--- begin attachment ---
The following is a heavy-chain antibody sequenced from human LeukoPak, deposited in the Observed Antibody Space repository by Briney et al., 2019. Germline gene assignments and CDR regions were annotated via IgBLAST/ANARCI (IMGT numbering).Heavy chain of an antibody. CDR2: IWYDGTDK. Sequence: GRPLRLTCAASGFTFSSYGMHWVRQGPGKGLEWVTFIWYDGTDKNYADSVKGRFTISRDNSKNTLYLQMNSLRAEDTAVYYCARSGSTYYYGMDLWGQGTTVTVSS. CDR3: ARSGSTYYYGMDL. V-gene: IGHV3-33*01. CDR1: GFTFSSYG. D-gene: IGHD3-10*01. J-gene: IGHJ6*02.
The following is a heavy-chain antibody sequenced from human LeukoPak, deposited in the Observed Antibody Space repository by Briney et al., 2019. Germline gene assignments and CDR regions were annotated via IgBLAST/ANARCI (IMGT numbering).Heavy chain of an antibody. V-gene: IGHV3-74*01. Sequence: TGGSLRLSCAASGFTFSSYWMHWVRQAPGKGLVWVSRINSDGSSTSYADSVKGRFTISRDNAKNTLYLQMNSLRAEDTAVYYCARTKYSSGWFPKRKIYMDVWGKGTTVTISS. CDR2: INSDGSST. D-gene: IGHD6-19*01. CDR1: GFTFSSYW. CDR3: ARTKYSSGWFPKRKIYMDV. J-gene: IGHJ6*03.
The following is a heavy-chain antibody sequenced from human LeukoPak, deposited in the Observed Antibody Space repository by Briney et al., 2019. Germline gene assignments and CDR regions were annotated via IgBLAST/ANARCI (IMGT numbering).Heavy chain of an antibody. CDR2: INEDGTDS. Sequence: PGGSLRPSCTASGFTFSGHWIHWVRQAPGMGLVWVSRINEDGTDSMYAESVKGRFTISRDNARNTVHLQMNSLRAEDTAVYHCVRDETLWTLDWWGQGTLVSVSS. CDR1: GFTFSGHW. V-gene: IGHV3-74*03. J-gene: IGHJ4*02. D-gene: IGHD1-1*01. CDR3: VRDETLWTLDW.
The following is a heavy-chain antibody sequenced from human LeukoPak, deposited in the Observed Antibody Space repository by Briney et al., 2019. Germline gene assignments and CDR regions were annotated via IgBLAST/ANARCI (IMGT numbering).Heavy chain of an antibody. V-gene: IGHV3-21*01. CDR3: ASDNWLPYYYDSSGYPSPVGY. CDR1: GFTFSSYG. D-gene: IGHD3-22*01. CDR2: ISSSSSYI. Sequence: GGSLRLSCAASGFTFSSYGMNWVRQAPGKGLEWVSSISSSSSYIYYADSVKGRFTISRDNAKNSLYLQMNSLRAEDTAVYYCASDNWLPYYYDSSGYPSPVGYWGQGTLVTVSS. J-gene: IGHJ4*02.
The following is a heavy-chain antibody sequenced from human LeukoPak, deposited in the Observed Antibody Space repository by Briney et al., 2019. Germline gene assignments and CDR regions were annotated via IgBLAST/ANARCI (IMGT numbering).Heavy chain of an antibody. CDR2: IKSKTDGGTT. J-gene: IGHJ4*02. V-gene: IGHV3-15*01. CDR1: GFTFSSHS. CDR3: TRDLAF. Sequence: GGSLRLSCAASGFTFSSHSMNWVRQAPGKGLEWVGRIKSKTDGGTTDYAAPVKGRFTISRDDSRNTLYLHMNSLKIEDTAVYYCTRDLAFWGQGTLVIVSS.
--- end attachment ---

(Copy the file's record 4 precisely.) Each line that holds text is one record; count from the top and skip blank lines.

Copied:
The following is a heavy-chain antibody sequenced from human LeukoPak, deposited in the Observed Antibody Space repository by Briney et al., 2019. Germline gene assignments and CDR regions were annotated via IgBLAST/ANARCI (IMGT numbering).Heavy chain of an antibody. V-gene: IGHV3-21*01. CDR3: ASDNWLPYYYDSSGYPSPVGY. CDR1: GFTFSSYG. D-gene: IGHD3-22*01. CDR2: ISSSSSYI. Sequence: GGSLRLSCAASGFTFSSYGMNWVRQAPGKGLEWVSSISSSSSYIYYADSVKGRFTISRDNAKNSLYLQMNSLRAEDTAVYYCASDNWLPYYYDSSGYPSPVGYWGQGTLVTVSS. J-gene: IGHJ4*02.